Kepler is a space observatory launched by NASA on March 7, 2009 to discover Earth-like planets orbiting other star (i.e., those one half to twice the size of the Earth).
The spacecraft is looking for planets that are in or near the habitable zone of their respective stars: they are close enough but not too far from their respective stars). The challenge is to find terrestrial planets that are close enough to their stars to allow liquid water and possibly life to exist.
The diagram below compares the planets of our inner solar system with those in this "neighboring" solar system that has five planets. The five planets of this other solar system orbit around a dwarf star that is is half the size and mass of our sun.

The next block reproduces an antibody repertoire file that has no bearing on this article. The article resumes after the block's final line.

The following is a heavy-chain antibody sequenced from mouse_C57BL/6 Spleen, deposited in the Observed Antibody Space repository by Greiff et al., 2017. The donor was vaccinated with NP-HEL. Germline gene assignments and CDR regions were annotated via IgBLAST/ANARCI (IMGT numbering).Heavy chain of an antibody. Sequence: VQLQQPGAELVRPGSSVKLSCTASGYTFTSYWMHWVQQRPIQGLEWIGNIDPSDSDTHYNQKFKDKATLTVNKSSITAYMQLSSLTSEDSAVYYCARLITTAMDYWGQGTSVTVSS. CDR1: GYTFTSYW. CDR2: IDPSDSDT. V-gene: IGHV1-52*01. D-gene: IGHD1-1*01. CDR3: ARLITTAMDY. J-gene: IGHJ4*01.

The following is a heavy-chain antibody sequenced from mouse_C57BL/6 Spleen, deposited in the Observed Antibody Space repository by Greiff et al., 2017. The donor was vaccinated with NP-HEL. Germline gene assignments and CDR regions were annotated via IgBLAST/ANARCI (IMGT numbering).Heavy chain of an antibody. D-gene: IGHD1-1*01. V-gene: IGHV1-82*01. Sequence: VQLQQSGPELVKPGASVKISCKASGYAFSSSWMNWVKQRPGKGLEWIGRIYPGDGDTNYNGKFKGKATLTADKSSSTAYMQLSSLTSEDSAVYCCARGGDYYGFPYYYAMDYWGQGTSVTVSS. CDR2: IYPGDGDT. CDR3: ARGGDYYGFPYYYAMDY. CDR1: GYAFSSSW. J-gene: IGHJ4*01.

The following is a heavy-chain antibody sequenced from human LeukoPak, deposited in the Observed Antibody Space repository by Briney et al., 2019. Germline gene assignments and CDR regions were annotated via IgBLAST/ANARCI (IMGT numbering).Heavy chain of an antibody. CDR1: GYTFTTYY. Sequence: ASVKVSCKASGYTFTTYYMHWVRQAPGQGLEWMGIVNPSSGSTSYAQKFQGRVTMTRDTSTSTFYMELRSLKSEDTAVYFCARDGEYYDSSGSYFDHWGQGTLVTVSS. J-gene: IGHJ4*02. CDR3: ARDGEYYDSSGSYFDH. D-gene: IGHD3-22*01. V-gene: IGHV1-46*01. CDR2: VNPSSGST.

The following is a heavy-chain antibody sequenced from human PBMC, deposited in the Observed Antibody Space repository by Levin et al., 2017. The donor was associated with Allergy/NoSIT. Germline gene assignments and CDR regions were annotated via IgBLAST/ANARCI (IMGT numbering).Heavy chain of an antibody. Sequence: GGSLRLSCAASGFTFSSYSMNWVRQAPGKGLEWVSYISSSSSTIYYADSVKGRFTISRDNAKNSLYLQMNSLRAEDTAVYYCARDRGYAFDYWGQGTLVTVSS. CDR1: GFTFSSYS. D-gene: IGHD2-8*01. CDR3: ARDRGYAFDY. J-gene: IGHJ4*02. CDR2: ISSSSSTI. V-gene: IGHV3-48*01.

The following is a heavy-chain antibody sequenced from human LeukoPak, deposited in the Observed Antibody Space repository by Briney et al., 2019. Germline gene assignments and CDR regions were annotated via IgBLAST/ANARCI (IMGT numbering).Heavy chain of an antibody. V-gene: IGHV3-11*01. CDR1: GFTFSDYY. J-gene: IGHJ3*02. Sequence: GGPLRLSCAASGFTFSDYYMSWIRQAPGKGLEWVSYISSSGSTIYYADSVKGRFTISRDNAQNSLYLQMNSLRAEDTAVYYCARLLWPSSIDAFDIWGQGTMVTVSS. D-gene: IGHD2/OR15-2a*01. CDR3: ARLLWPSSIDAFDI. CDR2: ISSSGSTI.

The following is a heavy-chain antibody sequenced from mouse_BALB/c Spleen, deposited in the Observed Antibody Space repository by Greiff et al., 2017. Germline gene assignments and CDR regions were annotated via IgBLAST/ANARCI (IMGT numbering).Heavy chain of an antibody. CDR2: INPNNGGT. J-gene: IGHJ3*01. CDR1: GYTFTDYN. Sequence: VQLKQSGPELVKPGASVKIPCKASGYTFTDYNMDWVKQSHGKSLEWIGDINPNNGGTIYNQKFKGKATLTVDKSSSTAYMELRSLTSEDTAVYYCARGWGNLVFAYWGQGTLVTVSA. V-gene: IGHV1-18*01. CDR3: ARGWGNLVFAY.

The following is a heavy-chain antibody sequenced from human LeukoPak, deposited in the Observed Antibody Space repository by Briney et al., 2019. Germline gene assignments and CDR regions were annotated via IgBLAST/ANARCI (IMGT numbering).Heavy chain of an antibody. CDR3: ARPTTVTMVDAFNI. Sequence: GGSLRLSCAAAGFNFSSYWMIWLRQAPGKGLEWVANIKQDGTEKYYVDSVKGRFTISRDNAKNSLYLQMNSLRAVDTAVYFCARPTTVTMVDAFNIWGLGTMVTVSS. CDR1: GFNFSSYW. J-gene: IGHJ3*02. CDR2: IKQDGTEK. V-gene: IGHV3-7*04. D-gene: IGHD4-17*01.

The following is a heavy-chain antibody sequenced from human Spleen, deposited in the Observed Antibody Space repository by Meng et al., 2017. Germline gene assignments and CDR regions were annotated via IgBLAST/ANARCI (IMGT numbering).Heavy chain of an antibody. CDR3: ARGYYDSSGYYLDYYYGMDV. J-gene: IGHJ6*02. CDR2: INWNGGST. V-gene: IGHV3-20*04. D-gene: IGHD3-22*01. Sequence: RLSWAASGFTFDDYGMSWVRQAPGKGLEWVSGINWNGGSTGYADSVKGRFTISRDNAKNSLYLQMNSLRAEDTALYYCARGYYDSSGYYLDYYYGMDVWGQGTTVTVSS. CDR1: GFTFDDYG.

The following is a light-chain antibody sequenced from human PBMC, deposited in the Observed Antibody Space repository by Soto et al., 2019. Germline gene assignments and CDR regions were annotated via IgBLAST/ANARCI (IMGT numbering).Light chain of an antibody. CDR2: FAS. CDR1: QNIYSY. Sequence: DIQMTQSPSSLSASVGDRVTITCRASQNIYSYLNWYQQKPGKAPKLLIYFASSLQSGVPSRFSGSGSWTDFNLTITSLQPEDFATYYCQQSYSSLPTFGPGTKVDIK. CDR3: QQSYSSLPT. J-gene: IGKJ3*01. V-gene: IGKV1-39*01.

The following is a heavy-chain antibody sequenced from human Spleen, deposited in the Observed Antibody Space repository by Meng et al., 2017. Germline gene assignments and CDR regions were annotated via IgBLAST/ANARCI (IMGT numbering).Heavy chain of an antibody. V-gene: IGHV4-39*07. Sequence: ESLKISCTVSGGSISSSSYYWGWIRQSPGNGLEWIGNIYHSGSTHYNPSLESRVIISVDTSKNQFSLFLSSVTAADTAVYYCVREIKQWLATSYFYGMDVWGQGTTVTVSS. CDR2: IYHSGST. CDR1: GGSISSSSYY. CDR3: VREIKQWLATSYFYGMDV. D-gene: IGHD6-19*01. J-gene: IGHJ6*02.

This discovery is the first validated Earth-size planet orbiting a distant star in the habitable zone—a range of distance from a star where liquid water might pool on the planet's surface.
You are invited to visit this new planet in NASA's simulation below.
The size of Kepler-186f is known to be less ten percent larger than Earth, but its mass and composition are not known. Kepler-186f orbits its star once every 130 days, receiving one- third the heat energy that Earth does from the sun. This places the planet near the outer edge of the habitable zone.
The inner four companion planets each measure less than fifty percent the size of Earth. Kepler-186b, Kepler-186c, Kepler-186d and Kepler-186, orbit every 4, 7, 13 and 22 days, respectively, making them very hot and inhospitable for life as we know it.
The Kepler space telescope infers the existence of a planet by the amount of starlight blocked when it passes in front of its star. From these data, a planet's radius, orbital period and the amount of energy received from the host star can be determined.
NASA Ames/SETI Institute/JPL-Caltech